How the Model T changed America
The father of the Model T automobile, Henry Ford, was born on July 30, 1863 on his family's farm in Dearborn, Michigan. Henry grew up naturally curious about the machinery that was used for farming and enjoyed tinkering and fixing it. When he got older, in addition to farming, he worked at a Detroit machine shop and later became a part-time employee for the Westinghouse Engine Company. In his spare time he pursued his ultimate passion and built his first "horseless carriage". The date was 1896 and other Ford-built carriages soon followed.
Ford incorporated the Ford Motor Company in 1903, and proclaimed, "I will build a car for the great multitude." Working feverously for 5 years, Ford completed the design of his Model T automobile and built a factory to make them. The first Model T's became available for sale in 1908 and were offered for $950. (Within 10 years, a Model T could be purchased for just $280.)
It wasn't long before demand outstripped supply and Ford's solution to this problem was revolutionary. He developed advanced "assembly line" techniques in 1914 and his Highland Park plant could turn out a complete chassis every 93 minutes. This was a stunning improvement over the earlier production time of 728 minutes. Ford's mass-production techniques would eventually allow for the manufacture of a Model T every 24 seconds. His innovations made him an international celebrity.
In 1914, Ford began paying his employees five dollars a day, nearly doubling the wages offered by other manufacturers. This "Five Dollar Day" assured that he could obtain the best employees on the job market. Later he cut the workday from nine to eight hours in order to convert the factory to a three-shift workday. Business was booming and Henry felt the employees that contributed to his success should have better lives as a result.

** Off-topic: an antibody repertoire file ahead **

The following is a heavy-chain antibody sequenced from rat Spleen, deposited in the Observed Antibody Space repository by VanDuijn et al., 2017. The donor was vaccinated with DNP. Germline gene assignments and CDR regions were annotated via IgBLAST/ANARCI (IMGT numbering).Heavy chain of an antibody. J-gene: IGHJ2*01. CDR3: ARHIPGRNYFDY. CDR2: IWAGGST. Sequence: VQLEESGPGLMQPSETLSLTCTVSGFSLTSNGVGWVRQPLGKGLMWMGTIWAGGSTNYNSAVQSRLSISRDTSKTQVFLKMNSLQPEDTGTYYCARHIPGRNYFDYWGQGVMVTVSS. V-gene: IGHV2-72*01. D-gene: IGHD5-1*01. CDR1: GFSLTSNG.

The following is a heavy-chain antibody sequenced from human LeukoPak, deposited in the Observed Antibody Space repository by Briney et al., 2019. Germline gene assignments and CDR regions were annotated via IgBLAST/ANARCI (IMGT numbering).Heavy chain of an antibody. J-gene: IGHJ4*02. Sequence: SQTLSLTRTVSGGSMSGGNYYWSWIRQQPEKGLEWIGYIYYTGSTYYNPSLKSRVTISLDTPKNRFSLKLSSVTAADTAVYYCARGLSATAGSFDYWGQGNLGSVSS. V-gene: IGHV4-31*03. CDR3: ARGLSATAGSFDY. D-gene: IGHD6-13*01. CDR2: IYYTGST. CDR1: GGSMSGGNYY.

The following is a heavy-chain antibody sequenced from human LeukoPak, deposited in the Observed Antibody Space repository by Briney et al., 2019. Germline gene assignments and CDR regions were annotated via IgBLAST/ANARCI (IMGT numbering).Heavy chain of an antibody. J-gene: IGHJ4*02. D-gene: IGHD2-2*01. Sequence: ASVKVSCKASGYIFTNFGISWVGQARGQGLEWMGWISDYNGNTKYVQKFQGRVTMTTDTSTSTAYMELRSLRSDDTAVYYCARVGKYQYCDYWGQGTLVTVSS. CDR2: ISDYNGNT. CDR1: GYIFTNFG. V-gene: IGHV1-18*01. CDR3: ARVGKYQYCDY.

By 1927, nearly 15,500,000 Model T's were sold in the United States alone and the vehicle irrevocably altered American society. As more Americans owned cars, urbanization patterns soon changed. No longer was it necessary to live nearby where one worked and lived. The United States saw the growth of suburbia and a population entranced with the possibility of going anywhere, anytime.
It is quite a realization that Ford witnessed these changes during his lifetime. Interestingly, he personally longed for the agrarian lifestyle of his youth. In the years prior to his death on April 7, 1947, Ford sponsored the restoration of an idyllic rural town called Greenfield Village. Today Greenfield Village is a very popular tourist attraction that provides insight into the life of the man who changed America – Mr. Henry Ford.